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Title: Fast formation cycling for lithium ion batteries

Abstract

The formation process for lithium ion batteries typically takes several days or more, and it is necessary for providing a stable solid electrolyte interphase on the anode (at low potentials vs. Li/Li +) for preventing irreversible consumption of electrolyte and lithium ions. An analogous layer known as the cathode electrolyte interphase layer forms at the cathode at high potentials vs. Li/Li +. However, several days, or even up to a week, of these processes result in either lower LIB production rates or a prohibitively large size of charging-discharging equipment and space (i.e. excessive capital cost). In this study, a fast and effective electrolyte interphase formation protocol is proposed and compared with an Oak Ridge National Laboratory baseline protocol. Graphite, NMC 532, and 1.2 M LiPF 6 in ethylene carbonate: diethyl carbonate were used as anodes, cathodes, and electrolytes, respectively. Finally, results from electrochemical impedance spectroscopy show the new protocol reduced surface film (electrolyte interphase) resistances, and 1300 aging cycles show an improvement in capacity retention.

Authors:
ORCiD logo [1];  [2];  [2];  [1];  [1]
  1. Oak Ridge National Lab. (ORNL), Oak Ridge, TN (United States). Energy and Transportation Science Division; Univ. of Tennessee, Knoxville, TN (United States). Bredesen Center for Interdisciplinary Research and Graduate Education
  2. Oak Ridge National Lab. (ORNL), Oak Ridge, TN (United States). Energy and Transportation Science Division
Publication Date:
Research Org.:
Oak Ridge National Lab. (ORNL), Oak Ridge, TN (United States)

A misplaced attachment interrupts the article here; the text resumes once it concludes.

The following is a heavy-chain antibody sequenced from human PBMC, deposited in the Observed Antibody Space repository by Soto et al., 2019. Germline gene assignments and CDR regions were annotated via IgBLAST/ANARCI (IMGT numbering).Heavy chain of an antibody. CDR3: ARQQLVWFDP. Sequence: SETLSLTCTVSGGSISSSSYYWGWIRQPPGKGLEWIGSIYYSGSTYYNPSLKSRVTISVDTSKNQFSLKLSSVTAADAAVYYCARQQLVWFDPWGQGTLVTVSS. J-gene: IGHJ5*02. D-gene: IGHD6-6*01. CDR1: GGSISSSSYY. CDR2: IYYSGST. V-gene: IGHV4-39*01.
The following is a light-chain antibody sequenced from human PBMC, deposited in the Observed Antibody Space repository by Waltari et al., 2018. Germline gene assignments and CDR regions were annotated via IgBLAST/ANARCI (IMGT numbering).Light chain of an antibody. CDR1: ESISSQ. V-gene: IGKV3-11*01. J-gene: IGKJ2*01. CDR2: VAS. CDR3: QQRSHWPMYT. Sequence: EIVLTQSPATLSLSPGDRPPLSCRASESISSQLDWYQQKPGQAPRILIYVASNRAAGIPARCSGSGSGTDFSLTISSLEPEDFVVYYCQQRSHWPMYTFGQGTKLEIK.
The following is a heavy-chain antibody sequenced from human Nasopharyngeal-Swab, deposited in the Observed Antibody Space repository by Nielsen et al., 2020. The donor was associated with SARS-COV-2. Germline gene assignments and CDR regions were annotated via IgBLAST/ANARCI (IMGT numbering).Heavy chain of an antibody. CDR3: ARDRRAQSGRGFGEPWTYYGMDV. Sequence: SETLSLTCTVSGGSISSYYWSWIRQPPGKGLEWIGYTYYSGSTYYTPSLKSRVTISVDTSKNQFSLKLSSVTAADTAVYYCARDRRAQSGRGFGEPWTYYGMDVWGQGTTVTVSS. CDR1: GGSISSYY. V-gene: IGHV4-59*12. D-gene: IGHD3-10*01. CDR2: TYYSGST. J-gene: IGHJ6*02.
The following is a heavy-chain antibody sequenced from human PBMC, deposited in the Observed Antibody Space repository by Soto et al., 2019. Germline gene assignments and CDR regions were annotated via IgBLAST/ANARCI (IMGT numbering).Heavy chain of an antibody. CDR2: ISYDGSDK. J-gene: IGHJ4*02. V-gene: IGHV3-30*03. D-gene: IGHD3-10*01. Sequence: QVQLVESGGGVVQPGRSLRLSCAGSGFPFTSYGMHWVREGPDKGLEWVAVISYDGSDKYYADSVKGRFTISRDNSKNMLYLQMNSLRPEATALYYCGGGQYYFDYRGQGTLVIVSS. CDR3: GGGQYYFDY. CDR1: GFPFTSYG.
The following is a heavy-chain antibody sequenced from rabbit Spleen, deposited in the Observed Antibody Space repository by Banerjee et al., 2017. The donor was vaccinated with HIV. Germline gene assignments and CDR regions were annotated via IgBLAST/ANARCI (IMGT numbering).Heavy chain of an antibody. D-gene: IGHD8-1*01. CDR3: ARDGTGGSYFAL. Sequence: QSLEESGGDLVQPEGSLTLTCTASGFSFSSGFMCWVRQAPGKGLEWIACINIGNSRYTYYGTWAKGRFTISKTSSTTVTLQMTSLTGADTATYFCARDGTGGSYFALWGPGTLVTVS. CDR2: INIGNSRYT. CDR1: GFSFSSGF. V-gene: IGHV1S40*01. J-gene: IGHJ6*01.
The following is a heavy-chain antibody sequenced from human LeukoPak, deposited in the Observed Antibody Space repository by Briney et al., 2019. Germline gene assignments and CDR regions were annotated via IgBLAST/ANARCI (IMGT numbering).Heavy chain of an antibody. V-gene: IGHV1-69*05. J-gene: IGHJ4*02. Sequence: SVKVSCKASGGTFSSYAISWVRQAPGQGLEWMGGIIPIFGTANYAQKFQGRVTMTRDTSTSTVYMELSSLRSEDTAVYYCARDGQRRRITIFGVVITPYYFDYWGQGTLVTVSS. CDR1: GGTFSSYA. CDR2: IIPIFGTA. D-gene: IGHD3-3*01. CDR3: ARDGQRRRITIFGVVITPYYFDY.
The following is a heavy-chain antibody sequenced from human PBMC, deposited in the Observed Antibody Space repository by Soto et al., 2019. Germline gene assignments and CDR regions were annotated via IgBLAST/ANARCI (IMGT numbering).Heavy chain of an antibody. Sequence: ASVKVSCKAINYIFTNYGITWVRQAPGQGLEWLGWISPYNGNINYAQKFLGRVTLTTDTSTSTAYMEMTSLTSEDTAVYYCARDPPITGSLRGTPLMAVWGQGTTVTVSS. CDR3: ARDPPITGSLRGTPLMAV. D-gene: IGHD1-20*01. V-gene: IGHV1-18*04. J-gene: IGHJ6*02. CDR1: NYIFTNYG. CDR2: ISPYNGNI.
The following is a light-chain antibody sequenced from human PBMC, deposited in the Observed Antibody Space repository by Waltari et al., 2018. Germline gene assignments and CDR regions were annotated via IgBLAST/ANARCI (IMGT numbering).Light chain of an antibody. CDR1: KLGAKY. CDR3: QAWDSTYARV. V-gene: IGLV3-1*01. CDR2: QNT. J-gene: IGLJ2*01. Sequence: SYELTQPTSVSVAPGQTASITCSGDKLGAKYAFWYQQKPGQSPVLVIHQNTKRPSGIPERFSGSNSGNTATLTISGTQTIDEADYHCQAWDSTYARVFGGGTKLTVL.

Sponsoring Org.:
USDOE Office of Energy Efficiency and Renewable Energy (EERE), Vehicle Technologies Office (EE-3V)
Contributing Org.:
Univ. of Tennessee, Knoxville, TN (United States)
OSTI Identifier:
1338413
Alternate Identifier(s):
OSTI ID: 1339392
Grant/Contract Number:  
AC05-00OR22725
Resource Type:
Journal Article: Published Article
Journal Name:
Journal of Power Sources
Additional Journal Information:
Journal Volume: 342; Journal ID: ISSN 0378-7753
Publisher:
Elsevier
Country of Publication:
United States
Language:
English
Subject:
25 ENERGY STORAGE; 32 ENERGY CONSERVATION, CONSUMPTION, AND UTILIZATION; Lithium-ion battery; Fast formation; Cycle life; Resistance; Full pouch-cell; Solid electrolyte interphase

Citation Formats

An, Seong Jin, Li, Jianlin, Du, Zhijia, Daniel, Claus, and Wood, David L. Fast formation cycling for lithium ion batteries. United States: N. p., 2017. Web. doi:10.1016/j.jpowsour.2017.01.011.
An, Seong Jin, Li, Jianlin, Du, Zhijia, Daniel, Claus, & Wood, David L. Fast formation cycling for lithium ion batteries. United States. doi:10.1016/j.jpowsour.2017.01.011.
An, Seong Jin, Li, Jianlin, Du, Zhijia, Daniel, Claus, and Wood, David L. Mon . "Fast formation cycling for lithium ion batteries". United States. doi:10.1016/j.jpowsour.2017.01.011.
@article{osti_1338413,
title = {Fast formation cycling for lithium ion batteries},
author = {An, Seong Jin and Li, Jianlin and Du, Zhijia and Daniel, Claus and Wood, David L.},
abstractNote = {The formation process for lithium ion batteries typically takes several days or more, and it is necessary for providing a stable solid electrolyte interphase on the anode (at low potentials vs. Li/Li+) for preventing irreversible consumption of electrolyte and lithium ions. An analogous layer known as the cathode electrolyte interphase layer forms at the cathode at high potentials vs. Li/Li+. However, several days, or even up to a week, of these processes result in either lower LIB production rates or a prohibitively large size of charging-discharging equipment and space (i.e. excessive capital cost). In this study, a fast and effective electrolyte interphase formation protocol is proposed and compared with an Oak Ridge National Laboratory baseline protocol. Graphite, NMC 532, and 1.2 M LiPF6 in ethylene carbonate: diethyl carbonate were used as anodes, cathodes, and electrolytes, respectively. Finally, results from electrochemical impedance spectroscopy show the new protocol reduced surface film (electrolyte interphase) resistances, and 1300 aging cycles show an improvement in capacity retention.},
doi = {10.1016/j.jpowsour.2017.01.011},
journal = {Journal of Power Sources},
number = ,
volume = 342,
place = {United States},
year = {Mon Jan 09 00:00:00 EST 2017},
month = {Mon Jan 09 00:00:00 EST 2017}
}

Journal Article:
Free Publicly Available Full Text
Publisher's Version of Record at 10.1016/j.jpowsour.2017.01.011

Citation Metrics:
Cited by: 5 works
Citation information provided by
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